As a family man the day was certainly an enjoyable one, trains (Steam & Diesel) to thrill the kids (well the younger one anyway), more than a giggle or two thanks to the crazy golf and an inability to steer a canoe and a great park for kids big and small. As a heritage fan it was almost worth ditching the family, of course I wouldn’t do that, to explore the mining history and take in the atmosphere of this beautiful valley railway and it’s past. I also have to mention that it’s thanks to the great staff and owners that firstly this line exists and secondly that a visit can be so enjoyable!

It did bring one question to mind. Having achieved such a atmospheric scene from the ruins of railway history it makes you wonder whether so many other abandoned lines could have a similar bright future. Lets hope so!

Trainspotting the wrong way round


Battle of Britain Class 34067 Tangmere passes through Truro

The title to this blog isn’t intended to suggest that something is wrong with the world of trainspotting today but rather alludes to the fact that our perception towards the love of Steam Engines is, certainly for the younger generations, very different than it was in it’s hey day.

Boy that was a hefty introduction paragraph but the reason I say this goes a bit like this…

Last weekend was a bit of a Steam Celebration around the Redruth & Camborne area. This all centered around the now famous Trevithick Day, marking the wondrous achievements of the Cornish Inventor and Engineer Richard Trevithick. Lead by a fully working replica of his Puffing Devil there is much to enjoy during the event. With a grand parade of many a fine Traction Engine, the Bal Maidens and Miners Dance led by Camborne Town Band and of course a Male Choir or two you can easily be transported back in time.

Sadly I had ‘prior engagements’ that day so I was in Truro for the most part. That said one thing I did know was that a Steam Tour was passing through that afternoon, and I certainly wasn’t going to miss it.

So there I was, hovering tentatively next to Truro Station’s level crossing, waiting for the special whilst my youngest 18 month old daughter made Choo Choo noises. In a timely fashion the double headed train appeared over the viaduct. Most would marvel more at the great Austerity period built 70013 Oliver Cromwell but it was Battle of Britain Class 34067 Tangmere that made my day. You see last time I saw this beauty was way back in the eighties on the Watercress Line. It spent most of it’s time awaiting restoration. Now it simply blazed in all the glory of a Steam excursion.

It was then that it hit me. Way back in the 1960’s when Train Spotting began adults and children alike would wait on platform ends, hoping to see their favourite engines, one more number ticked off in the book or another photo for the album. But for them, over time, they watched as these engines fell from being in pristine condition to near on objects of abuse. Filthy, tired and destined for the scrapyard. Not having been there I can only say it must have been disheartening.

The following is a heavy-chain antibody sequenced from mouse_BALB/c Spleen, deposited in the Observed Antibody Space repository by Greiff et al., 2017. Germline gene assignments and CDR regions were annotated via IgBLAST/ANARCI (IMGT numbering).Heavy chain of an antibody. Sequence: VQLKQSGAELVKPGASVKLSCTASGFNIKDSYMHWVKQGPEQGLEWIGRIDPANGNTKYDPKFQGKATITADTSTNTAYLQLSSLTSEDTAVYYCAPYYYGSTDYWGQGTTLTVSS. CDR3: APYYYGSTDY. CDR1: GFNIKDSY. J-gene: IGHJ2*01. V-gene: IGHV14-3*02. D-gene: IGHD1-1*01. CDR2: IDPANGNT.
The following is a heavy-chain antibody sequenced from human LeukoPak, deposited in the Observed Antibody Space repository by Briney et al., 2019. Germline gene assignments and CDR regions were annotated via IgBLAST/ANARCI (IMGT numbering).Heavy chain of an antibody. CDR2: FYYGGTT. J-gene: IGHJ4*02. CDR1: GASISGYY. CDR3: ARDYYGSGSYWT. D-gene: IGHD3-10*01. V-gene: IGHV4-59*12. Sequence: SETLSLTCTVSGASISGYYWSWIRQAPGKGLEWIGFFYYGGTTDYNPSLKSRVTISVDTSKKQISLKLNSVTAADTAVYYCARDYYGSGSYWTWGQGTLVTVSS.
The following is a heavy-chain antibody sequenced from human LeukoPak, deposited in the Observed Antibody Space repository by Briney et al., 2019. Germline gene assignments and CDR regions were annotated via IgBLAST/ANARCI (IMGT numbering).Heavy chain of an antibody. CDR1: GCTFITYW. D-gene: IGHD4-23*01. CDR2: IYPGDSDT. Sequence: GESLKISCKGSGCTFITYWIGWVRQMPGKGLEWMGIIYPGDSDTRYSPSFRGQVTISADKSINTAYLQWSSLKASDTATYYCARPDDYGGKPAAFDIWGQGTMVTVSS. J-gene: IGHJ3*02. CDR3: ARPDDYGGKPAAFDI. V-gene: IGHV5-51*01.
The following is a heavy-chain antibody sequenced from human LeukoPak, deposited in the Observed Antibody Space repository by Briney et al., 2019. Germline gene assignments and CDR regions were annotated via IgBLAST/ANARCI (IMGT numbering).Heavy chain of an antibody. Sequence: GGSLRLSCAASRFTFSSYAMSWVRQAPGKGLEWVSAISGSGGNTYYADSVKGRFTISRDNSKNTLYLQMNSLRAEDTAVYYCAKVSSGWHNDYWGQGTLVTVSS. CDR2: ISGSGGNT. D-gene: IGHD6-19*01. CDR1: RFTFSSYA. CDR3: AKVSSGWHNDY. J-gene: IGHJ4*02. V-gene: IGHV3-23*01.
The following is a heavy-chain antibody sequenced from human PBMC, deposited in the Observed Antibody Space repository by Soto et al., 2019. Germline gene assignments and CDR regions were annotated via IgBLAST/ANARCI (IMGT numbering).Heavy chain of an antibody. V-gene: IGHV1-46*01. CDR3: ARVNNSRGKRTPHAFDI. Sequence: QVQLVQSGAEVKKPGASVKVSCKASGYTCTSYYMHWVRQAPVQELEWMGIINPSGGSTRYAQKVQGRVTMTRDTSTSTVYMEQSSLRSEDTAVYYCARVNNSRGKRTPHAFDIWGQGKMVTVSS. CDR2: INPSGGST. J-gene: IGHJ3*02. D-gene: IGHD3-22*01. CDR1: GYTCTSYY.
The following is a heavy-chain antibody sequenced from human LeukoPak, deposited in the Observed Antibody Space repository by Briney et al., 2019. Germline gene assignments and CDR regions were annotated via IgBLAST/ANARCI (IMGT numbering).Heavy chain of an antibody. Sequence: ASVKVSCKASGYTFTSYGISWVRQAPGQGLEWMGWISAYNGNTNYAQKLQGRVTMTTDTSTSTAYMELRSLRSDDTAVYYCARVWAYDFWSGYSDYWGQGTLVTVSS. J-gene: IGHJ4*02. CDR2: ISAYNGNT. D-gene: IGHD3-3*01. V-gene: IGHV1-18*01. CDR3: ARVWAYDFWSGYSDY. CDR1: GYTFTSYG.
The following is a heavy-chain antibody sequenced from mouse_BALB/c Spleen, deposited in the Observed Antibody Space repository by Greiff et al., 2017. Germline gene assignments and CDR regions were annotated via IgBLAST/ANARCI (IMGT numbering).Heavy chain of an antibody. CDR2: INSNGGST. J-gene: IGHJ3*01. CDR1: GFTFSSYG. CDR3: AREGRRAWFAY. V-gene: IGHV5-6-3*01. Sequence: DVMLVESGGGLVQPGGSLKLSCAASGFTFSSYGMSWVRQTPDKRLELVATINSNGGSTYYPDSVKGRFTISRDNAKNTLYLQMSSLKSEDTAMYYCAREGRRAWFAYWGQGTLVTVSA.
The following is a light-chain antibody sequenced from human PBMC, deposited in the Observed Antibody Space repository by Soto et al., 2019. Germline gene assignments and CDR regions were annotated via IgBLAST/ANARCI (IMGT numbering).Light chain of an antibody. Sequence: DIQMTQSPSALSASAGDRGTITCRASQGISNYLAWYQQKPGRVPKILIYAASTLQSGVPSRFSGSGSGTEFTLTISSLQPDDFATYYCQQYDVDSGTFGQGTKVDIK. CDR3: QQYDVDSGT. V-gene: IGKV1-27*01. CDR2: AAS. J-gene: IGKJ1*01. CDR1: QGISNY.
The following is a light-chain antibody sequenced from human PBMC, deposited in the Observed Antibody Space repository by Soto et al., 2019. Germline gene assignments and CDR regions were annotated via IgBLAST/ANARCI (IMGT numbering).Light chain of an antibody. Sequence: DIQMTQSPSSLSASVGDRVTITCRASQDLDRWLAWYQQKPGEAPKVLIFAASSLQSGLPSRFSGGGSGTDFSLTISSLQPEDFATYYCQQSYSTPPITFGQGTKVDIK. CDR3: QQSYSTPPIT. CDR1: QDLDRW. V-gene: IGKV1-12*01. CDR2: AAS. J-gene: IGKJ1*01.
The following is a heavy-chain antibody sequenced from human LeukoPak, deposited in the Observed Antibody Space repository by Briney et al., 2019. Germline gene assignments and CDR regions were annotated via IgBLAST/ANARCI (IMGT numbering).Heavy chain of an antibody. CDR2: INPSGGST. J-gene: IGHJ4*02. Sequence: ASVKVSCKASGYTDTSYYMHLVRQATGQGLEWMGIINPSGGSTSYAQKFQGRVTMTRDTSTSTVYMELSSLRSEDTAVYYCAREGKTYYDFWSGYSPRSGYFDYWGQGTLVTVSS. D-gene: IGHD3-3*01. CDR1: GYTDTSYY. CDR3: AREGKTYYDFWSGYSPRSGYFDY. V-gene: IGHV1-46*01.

In these more modern days we have the luxury of witnessing the reverse, albeit in smaller numbers. Over the last couple of decades rusting hulks have appeared on lines once abandoned, looking sorry and seemingly beyond repair. With love, care and funding they are slowly restored to near on factory condition. In some cases never a condition that would have been witnessed by those early Trainspotters.

Whether this reversal has any effect on the experience of those who enjoy steam is a question for another day, or perhaps a one to be answered by your father or grandfather.

From time to time you have to go out and find a Steam Engine


The great steam publisher and enthusiast Ian Allan once said during an interview in the 60’s that despite having an interest in Girls and Horses he found that from time to time he simply had to go out and ‘find a Steam Engine’. And to any real lover of Steam Heritage that certainly must be true, though to what degree they love steam over Women will always be a subject of debate!

This very weekend gone I found myself in just such a situation, finding steam that is, whilst heading home after spending an enjoyable day with another love of mine, and the subject of my day job, at the Gadget Show Live . It just so happened that along the way via just a slight detour was the The Watercress Line. Now we live in Cornwall I don’t have the luxury of regularly visiting this wonderful railway, does the Southern Railway have a equivalent strap line to that of the GWR (Gods Wonderful Railway)? With this in mind I wasn’t going to miss ‘finding steam’ no matter how brief it may be.

Eventually we arrived, after a two hour drive, and it was getting late but once I stepped out of the car and began to get the familiar smell of sulphur and steam I knew the detour had been worth it.

The day’s proceedings on the line had been focused on it’s successful Thomas the Tank Engine weekend event. Many of the engines quietly simmering in front of the sheds took on human qualities as the sported familiar faces that beamed out at you through the smoke! Not a scene Mr Allan would have experienced in his youth perhaps but thankfully it did nothing to break the atmosphere.

In just a matter of minutes my desire to spend some time by these giants and the environment they create around them was enough to quench my needs. For now at least. No time to sketch on a pad, no time to look at every inch of the engine, just time to soak it all up. Ten minutes later I was back on my journey. It did leave me with one question though. In this world of fabulous technology is this desire for days past becoming stronger or has it always been that way?